Granted, like today: Some were/are indifferent to sound reproduction, and others devotes. Today however a CD player is relatively cheap compared to what I spent on Vinyl gear.
                  Far more options in the driver market,compared to the 60s and 70s as well.
                  "Not a Speaker Designer - Not even on the Internet"
                  “Pride is your greatest enemy, humility is your greatest friend.”
                  "If the freedom of speech is taken away, then dumb and silent we may be led, like sheep to the slaughter."

                  Comment


                  • #24
                    Originally posted by Sydney View Post
                    From my experience, I sought out to get better sound and became friends with those who were REALLY "into" music and sound. That wasn't the majority. Turntables/Cartridges etc weren't exactly cheap.
                    Granted, like today: Some were/are indifferent to sound reproduction, and others devotes. Today however a CD player is relatively cheap compared to what I spent on Vinyl gear.
                    Far more options in the driver market,compared to the 60s and 70s as well.
                    Sure, things are a lot better, for cheaper, relatively speaking. It just seems to me that having a good sound system isn't very important to most people anymore. Some earbuds and a few Bose cubes and you're good to go.
                    Francis

                    Comment


                    • #25
                      Originally posted by fpitas View Post
                      Sure, things are a lot better, for cheaper, relatively speaking. It just seems to me that having a good sound system isn't very important to most people anymore. Some earbuds and a few Bose cubes and you're good to go.
                      Mores options in a diverse market; Perhaps it could be opined that cheap fast food exists for people who feel that good food isn't very important to people anymore.

                      "Not a Speaker Designer - Not even on the Internet"
                      “Pride is your greatest enemy, humility is your greatest friend.”
                      "If the freedom of speech is taken away, then dumb and silent we may be led, like sheep to the slaughter."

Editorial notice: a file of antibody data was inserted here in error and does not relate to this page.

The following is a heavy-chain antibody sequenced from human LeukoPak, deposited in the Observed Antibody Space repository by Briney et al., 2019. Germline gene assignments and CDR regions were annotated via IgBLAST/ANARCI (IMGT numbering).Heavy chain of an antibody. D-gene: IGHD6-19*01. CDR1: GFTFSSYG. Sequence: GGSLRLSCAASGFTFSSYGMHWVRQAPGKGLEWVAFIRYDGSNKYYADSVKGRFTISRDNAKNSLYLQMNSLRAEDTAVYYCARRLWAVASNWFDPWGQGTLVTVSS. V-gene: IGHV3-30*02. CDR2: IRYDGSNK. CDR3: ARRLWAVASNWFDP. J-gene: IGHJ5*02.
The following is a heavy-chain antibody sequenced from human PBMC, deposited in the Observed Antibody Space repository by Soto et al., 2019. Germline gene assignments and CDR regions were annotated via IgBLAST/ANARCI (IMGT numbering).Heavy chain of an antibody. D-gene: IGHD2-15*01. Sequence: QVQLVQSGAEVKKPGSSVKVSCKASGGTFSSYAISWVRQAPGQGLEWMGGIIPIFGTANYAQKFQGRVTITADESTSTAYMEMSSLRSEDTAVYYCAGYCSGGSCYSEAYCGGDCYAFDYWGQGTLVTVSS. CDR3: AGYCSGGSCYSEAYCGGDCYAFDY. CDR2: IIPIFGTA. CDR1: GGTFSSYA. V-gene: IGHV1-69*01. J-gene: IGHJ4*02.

Comment


                      • #26
                        Originally posted by Sydney View Post
                        Mores options in a diverse market; Perhaps it could be opined that cheap fast food exists for people who feel that good food isn't very important to people anymore.
                        That does seem to be the main market for fast food. Unlike audio though, that kind of attitude tends to catch up to you as time goes on...
                        Francis

                        Comment


                        • #27
                          This was similar to the 1st Stereo we had growing up
                          ( Back when handheld portable transistor radio were the ancestors to earbuds, and portable phonographs roamed America )
                          "Not a Speaker Designer - Not even on the Internet"
                          “Pride is your greatest enemy, humility is your greatest friend.”
                          "If the freedom of speech is taken away, then dumb and silent we may be led, like sheep to the slaughter."

                          Comment


                          • #28
                            I' m certain this group realizes that early CD's were often made using second generation masters with "uncorrected" RIAA curves, resulting in very thin sound. This gave the record companies a reason to sell us the same tunes again... and again.

                            Comment


                            • #29
                              Originally posted by denton View Post
                              I' m certain this group realizes that early CD's were often made using second generation masters with "uncorrected" RIAA curves, resulting in very thin sound. This gave the record companies a reason to sell us the same tunes again... and again.
                              Good point, there are at least three different issues of most Stones CDs and as many as four for Hendrix CDs; some sound great, others yechh.  The first generation of Hednrix CDs were almost all awful, with low level mastering, thin sound, hiss and cheap cover art. 

                              Geoff
                               

                              Comment


                              • #30
                                Originally posted by Geoff Millar View Post
                                ...The first generation...
                                When I got my first Denon DCD CD player ( early 80s ) it came with a Denon produced CD. They managed the entire digital recording from start to end CD - ie no transcription from an Analog Tape archive. ( It's surprising how poorly kept and documented tape archives can be. )
                                Superb results on the Denon CD compared to the older titles quickly transcribed and rushed to market.
                                "Not a Speaker Designer - Not even on the Internet"
                                “Pride is your greatest enemy, humility is your greatest friend.”
                                "If the freedom of speech is taken away, then dumb and silent we may be led, like sheep to the slaughter."

                                Comment

                                Working...
                                X